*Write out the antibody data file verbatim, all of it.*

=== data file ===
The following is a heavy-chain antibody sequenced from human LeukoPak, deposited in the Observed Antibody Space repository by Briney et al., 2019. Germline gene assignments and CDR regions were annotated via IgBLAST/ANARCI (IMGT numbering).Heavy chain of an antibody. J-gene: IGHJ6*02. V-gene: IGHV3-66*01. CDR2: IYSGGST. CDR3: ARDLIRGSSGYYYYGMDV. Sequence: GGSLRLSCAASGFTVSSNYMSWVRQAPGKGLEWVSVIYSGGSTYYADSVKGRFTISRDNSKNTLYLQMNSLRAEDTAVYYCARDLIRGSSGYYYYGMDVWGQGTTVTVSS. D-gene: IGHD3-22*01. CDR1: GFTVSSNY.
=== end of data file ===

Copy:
The following is a heavy-chain antibody sequenced from human LeukoPak, deposited in the Observed Antibody Space repository by Briney et al., 2019. Germline gene assignments and CDR regions were annotated via IgBLAST/ANARCI (IMGT numbering).Heavy chain of an antibody. J-gene: IGHJ6*02. V-gene: IGHV3-66*01. CDR2: IYSGGST. CDR3: ARDLIRGSSGYYYYGMDV. Sequence: GGSLRLSCAASGFTVSSNYMSWVRQAPGKGLEWVSVIYSGGSTYYADSVKGRFTISRDNSKNTLYLQMNSLRAEDTAVYYCARDLIRGSSGYYYYGMDVWGQGTTVTVSS. D-gene: IGHD3-22*01. CDR1: GFTVSSNY.